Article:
Day 12: Moonwalking and Sunwalking

Oh great. Today we get to try these two things. Looking over Roderick’s descriptions, I now realize that it might be more ideal to create a largish circle in a backyard or something to do these. Something level where you just walk and walk and walk and don’t have to worry about dodging a car or tripping over a branch or something.

It took me a good long while to find a suitable place, but my yard actually has one. In the far back left corner of the lot. I’ll have to dodge a tree branch, but it’s the best I can do. So that’s where I’ll do the moonwaking exercise later today. For the sunwalking…well, there’s a quiet neighborhood behind me. That’ll have to do.

Exercise: Sunwalking

To begin, find a place where you can be undisturbed for 20 minutes. As with moonwalking, you can practice sunwalking either indoors or in some natural setting. Try this exercise during the day, under the influence of the sun.

Because you will cover more ground in 20 minutes of meditation, it is important to find either a long, level stretch of walking area, or to mark out a mediatational walking circle. If you choose to practice sunwalking in a circle, mark out a nine-foot diameter space, using a 4 1/2 foot length of cord to demarcate the circumference. Indicate your circular path with stones, candles, seashells or some other aesthetically pleasing and spiritually awakening items.

As in your moonwalking exercise, begin by standing straight with your feet together. Hold your head erect and lower your gaze so that you are looking down a about a 45-degree angle. Place your right hand over your left so that your knuckles overlap and align as they rest on your abdomen.

Allow your breathing to be natural and rhythmic. Turn your attention to the weight of your body. Feel the pull of gravity and where your body supports itself. Wherever you sense tension, release it by taking a deep breath and imagining the muscles relaxing as you exhale.

Begin to walk forward, stepping first with your right foot. Establish a brisk, but relaxed base, try not to change it. Focus your attention now on your steps. Count each step as you move forward, counting from one to ten. If you catch yourself thinking, start the count again from the number one and continue the count in rounds of ten. Do not disrupt your stepping forward when you renew the count.

Who’s out of shape? Me! Me! Seriously. Turns out that the neighborhood behind me makes a near perfect 20 minute walk if I sustain a brisk pace. That is very good to know. What is also good to know is that I worked up a nice little sweat walking in 90ºF heat for 20 minutes. Seriously. Whether or not I decide this is a worthwhile meditation technique, it is apparent that I will have to incorporate this 20 minute walk into my routine.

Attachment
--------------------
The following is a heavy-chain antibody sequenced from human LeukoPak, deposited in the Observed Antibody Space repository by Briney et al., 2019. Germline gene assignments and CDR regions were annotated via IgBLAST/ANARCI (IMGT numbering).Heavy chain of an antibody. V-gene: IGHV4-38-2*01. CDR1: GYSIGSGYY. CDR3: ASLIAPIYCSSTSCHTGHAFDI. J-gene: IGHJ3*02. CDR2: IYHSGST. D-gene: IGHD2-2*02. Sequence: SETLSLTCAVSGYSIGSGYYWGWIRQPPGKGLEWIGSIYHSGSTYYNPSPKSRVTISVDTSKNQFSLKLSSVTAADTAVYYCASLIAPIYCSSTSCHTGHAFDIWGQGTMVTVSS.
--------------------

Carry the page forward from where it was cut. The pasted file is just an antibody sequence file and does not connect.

It’s weird. Now my right knee is a little stiff, but the rest of me feels pretty darn good. Except for the fact I’m still sweating and had to get a large glass of ice water (also probably not a bad thing), I feel better than I have in a week. Walking is good.

Now, to evaluate the meditative side. To be honest, I was more concerned with maintaining an brisk, even pace. I did count my steps, but was a little too aware of my surroundings to fully say I was in a meditative mind frame. There were neighbors about, and I had to often wave and say hello. Similarly, I did not keep my hands together and in front of me as I walked. I would have looked ridiculous.

I do think that ‘Sunwalking’ has merit as a meditative path. I can see how one could get into the athletic white zone through moderate cardiac exercise. I need more practice to get to that point…but I can see it.

Exercise: Moonwalking

For this exercise, find a place where you can be undisturbed for up to 20 minutes. You can practice moonwalking either indoors or outdoors in some natural setting. The best time to practice moonwalking is at night, under the energetic influences of the moon.

To begin, stand straight, feet together. While holding your head straight, squarely above your shoulders, lower your gaze so that you are looking down at about a 45-degree angle. Place your left hand on your abdomen, just above the navel. Place the right hand over the left so that your knuckles overlap and align. This hand posture is one that represents (and evokes) containment and protection.

Allow your breathing to be natural and rhythmic. Turn your attention to the weight of your body. Feel the pull of gravity and where your body supports itself. Wherever you sense tension, release it by taking a deep breath and imagining the muscles relaxing as you exhale.

Step forward with your left food about half the length of your right foot. Feel the weight of your body shift as you step forward. Breathe naturally, but wait for at least three exhalations before you step forward with your right foot. Focus your attention now on your steps. Count each step as you moonwalk forward, counting from one to ten. If you catch yourself thinking, start counting again from number one. Try not to allow counting to disrupt your stepping forward.

This was dumb, and I felt dumber. Soooo freakin’ slow and unnatural. And I got hella bit up by mosquitoes in the whole 6 minutes I was out doors. There was no meditative mindset. I sincerely doubt I could cultivate this style into something that works for me.

The full moon sure was pretty over the pine trees in the backyard, though.

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